[time-nuts] So what’s inside that Cs Beam Tube anyway?

Tom Van Baak tvb at LeapSecond.com
Wed Nov 2 13:23:39 EDT 2016

Hi Rick,

That's consistent with what I've seen and heard as well. Most of the 5061B / 5071A on eBay with dead tubes are opt 001 (high-performance) tubes. The surplus units with standard performance tubes are more likely to power up and lock. And if they don't, it's probably something simple rather than a dead Cs tube.

I've also heard that the choice of high- vs std-performance is made *after* the tube is built. The difference would be in things like the oven temp and detector gain, both of which are controlled outside the tube. My first hint of this was in a paper by Carroll Alley...

You know the famous 1971 Hafele-Keating experiment with four 5061 cesium clocks flying around the world. Several years later, a more precise measurement was made by Carroll Alley using better clocks. What I read is that he got Len Cutler to hack the 5061A so that its beam current would be higher, thereby improving performance for the duration of the experiment. Same tube, just different operating parameters.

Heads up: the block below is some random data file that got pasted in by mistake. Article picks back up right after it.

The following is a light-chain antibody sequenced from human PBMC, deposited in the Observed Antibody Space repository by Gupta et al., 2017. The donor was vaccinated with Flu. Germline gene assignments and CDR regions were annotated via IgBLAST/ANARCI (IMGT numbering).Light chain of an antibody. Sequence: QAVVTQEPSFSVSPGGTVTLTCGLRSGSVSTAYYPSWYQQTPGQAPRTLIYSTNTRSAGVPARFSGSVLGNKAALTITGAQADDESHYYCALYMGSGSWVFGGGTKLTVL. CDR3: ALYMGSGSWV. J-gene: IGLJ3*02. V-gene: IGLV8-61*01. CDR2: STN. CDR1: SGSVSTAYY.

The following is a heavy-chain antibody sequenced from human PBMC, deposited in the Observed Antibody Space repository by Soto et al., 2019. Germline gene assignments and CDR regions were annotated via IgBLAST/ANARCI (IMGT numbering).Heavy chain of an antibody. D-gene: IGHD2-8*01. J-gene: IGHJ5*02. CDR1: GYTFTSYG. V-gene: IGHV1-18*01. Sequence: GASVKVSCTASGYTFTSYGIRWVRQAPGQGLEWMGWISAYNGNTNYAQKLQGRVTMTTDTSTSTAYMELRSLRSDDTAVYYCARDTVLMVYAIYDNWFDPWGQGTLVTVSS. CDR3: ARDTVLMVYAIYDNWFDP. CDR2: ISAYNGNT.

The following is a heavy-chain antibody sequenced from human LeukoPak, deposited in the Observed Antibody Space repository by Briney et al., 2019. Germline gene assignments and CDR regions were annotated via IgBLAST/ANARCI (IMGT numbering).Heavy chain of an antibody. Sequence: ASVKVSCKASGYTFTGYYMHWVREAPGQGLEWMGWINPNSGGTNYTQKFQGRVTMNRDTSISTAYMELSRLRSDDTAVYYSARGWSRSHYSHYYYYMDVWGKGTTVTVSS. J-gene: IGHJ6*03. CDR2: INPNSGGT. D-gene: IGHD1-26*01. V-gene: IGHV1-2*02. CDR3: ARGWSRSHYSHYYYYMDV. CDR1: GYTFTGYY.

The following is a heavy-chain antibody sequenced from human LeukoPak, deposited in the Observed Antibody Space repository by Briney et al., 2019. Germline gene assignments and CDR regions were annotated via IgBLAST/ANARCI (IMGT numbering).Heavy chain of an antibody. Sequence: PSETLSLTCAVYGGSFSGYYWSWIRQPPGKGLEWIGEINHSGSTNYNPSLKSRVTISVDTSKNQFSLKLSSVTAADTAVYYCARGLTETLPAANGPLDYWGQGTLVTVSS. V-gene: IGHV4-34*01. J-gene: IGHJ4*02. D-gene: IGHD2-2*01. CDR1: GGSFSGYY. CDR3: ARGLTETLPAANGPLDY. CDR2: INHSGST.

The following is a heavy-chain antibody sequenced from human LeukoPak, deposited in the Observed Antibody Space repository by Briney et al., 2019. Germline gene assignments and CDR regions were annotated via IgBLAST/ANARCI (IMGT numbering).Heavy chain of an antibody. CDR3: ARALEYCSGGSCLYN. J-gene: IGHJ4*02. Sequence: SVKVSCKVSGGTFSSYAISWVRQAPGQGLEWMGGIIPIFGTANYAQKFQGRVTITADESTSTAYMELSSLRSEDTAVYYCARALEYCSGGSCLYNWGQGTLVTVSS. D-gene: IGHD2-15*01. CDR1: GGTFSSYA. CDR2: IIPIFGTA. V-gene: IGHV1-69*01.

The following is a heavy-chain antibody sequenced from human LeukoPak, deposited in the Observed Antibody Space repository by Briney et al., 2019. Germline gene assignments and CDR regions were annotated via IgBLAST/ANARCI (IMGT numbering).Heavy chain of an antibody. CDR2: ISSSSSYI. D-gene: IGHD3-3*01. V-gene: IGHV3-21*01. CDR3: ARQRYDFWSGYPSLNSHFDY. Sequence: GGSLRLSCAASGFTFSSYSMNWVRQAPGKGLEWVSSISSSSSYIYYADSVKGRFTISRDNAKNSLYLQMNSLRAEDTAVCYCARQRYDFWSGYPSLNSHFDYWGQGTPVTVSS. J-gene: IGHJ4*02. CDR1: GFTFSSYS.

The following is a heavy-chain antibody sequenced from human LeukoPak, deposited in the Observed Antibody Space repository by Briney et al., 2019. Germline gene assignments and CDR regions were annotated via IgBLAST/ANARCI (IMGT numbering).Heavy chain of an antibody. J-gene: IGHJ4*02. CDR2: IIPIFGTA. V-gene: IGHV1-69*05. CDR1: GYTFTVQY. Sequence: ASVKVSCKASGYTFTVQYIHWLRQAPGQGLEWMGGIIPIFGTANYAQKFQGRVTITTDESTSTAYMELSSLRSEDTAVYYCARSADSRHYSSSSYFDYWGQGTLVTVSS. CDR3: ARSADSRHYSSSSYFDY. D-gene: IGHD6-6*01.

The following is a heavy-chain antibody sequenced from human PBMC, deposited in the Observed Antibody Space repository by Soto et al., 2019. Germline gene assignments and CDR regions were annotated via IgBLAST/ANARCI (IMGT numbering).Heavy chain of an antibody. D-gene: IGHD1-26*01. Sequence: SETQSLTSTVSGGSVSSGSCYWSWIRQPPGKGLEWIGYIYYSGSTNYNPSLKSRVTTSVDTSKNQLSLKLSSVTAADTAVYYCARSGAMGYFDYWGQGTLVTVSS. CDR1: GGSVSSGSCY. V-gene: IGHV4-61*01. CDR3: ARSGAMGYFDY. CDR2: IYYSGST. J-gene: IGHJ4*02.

See page 3 of:

For newcomers to the group, a good introduction to hp and flying clocks is here, along with copies of several HPJ articles:



----- Original Message ----- 
From: "Richard (Rick) Karlquist" <richard at karlquist.com>
To: "Discussion of precise time and frequency measurement" <time-nuts at febo.com>
Sent: Wednesday, November 02, 2016 7:53 AM
Subject: Re: [time-nuts] So what’s inside that Cs Beam Tube anyway?

> This has probably been covered here before, but, at least going
> to the 5071A, now 25 years ago!, all CBT's, whether high
> performance or not, have the same amount of cesium inside.
> This means that the standard performance (never call it
> "low" performance) CBT has enough cesium to last 30 years!
> Thus for those tubes, we can rule out cesium replenishment
> even if it were possible.
> Rick

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